The NASA Mars Perseverance Rover dealt with the dust devil in Jezero Crater. Meanwhile, it has revealed new secrets about the planet.
Since NASA’s Mars Perseverance Rover first landed in February 2021, it has been collecting rock samples, analyzing the terrain, and trying to find evidence of formerly microbial life on the planet. this planet. However, its mission was plagued by one of the most extreme weather phenomena on the planet known as the dust devil in Jezero Crater, where the explorers landed. Dust demons are large vortexes that carry and move around the dust with it. But in more than 200 days of exploring the planet, it has also begun to study these dust demons. And it turns out that scientists have found new information about Mars because of it.
The details of these observations were also recorded in a paper published in the journal Science Advances. The paper documented weather conditions on Mars during the first 216 Martian days experienced by the rover. NASA has stated that the study has helped them better understand dust processes on Mars and has come one step closer to predicting them.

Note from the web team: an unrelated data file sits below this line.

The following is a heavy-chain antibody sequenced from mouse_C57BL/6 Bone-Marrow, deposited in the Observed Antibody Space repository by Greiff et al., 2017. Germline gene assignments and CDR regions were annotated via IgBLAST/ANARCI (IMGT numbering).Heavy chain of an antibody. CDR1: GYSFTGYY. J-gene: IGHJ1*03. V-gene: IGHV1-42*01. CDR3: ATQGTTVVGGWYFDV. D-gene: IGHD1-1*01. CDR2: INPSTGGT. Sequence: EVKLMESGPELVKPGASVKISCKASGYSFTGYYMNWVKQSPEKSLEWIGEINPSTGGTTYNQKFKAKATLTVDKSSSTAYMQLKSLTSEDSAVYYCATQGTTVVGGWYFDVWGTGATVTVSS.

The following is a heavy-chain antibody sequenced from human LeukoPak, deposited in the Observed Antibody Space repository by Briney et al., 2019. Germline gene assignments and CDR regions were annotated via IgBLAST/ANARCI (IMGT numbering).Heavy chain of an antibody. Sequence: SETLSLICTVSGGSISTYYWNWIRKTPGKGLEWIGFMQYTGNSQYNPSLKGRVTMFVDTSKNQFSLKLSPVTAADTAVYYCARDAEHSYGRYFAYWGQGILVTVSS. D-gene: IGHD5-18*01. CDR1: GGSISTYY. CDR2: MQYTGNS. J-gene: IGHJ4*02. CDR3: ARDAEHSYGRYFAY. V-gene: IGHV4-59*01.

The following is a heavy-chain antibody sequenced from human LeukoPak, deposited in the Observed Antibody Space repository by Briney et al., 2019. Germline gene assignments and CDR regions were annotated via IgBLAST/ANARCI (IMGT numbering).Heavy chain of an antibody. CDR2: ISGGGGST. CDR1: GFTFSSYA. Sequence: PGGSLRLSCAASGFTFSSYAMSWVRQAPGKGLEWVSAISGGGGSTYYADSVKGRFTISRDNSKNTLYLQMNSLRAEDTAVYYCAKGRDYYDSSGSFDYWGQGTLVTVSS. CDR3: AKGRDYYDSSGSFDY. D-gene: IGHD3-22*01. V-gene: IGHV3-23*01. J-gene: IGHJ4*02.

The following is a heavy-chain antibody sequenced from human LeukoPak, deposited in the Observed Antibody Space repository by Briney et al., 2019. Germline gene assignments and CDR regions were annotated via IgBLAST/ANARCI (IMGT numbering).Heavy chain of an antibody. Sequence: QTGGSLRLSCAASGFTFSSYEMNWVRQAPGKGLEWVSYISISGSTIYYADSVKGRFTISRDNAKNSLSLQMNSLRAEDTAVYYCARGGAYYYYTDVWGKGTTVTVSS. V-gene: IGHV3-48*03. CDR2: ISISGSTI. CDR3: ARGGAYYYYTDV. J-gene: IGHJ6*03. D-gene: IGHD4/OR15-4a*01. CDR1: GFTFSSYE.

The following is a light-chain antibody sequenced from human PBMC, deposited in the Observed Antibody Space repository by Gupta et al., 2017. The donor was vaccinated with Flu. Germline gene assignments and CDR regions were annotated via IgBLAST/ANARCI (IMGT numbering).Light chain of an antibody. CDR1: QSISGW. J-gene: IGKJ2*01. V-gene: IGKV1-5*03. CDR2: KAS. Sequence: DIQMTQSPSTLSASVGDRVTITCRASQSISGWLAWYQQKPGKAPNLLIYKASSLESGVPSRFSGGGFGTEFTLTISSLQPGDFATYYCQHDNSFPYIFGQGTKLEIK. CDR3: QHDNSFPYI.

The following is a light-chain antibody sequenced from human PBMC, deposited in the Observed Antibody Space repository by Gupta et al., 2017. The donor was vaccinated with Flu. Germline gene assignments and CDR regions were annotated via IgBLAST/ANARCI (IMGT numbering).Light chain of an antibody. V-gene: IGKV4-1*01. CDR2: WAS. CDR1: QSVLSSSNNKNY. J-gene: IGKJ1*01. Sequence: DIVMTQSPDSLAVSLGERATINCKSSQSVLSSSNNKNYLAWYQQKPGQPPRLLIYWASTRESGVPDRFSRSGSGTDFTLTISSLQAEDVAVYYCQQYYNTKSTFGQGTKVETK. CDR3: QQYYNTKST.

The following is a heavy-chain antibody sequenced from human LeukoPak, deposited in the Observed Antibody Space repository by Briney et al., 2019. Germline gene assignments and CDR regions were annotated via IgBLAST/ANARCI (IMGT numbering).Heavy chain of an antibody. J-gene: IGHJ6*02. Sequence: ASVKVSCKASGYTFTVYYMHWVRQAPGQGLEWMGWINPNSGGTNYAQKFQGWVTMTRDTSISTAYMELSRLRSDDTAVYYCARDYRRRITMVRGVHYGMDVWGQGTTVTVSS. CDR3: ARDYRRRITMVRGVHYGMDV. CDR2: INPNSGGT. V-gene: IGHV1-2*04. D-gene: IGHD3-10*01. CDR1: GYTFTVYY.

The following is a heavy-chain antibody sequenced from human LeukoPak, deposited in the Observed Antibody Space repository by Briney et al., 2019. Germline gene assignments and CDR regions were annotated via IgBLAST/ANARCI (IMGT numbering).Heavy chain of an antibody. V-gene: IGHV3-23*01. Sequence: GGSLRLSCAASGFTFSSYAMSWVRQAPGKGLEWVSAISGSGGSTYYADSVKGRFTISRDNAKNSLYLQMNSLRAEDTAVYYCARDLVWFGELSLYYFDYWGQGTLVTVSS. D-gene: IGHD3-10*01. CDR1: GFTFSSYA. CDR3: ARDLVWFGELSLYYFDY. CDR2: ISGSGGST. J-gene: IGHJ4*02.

NASA Mars Perseverance Rover studies dust demons
The observations needed to record these weather phenomena were made primarily using the Mars Perseverance Rover’s camera as well as a specific sensor in its body called the Mars Environmental Dynamics Analyzer (MEDA). . With wind and light sensors, MEDA can detect whirlwinds around the vehicle. In 2021, Perseverance even captured video of a dust wind on Mars. You can check out the video here.
“Every time we land in a new place on Mars, it’s an opportunity to better understand the planet’s weather. We had a regional dust storm right over our heads in January, but we’re still in the middle of dust season, so we’re very likely to see more dust storms,” said the study’s lead author , Claire Newman, told NASA.
Jezero Crater is also called one of the most active dust sources on the planet. The study notes that on average, the NASA Perseverance Rover has faced at least four tornadoes on Mars. Some of the dust clouds formed by these strong winds are as large as 4 square kilometers. As the rover studies the red planet’s environment, scientists hope to learn more about this unique phenomenon.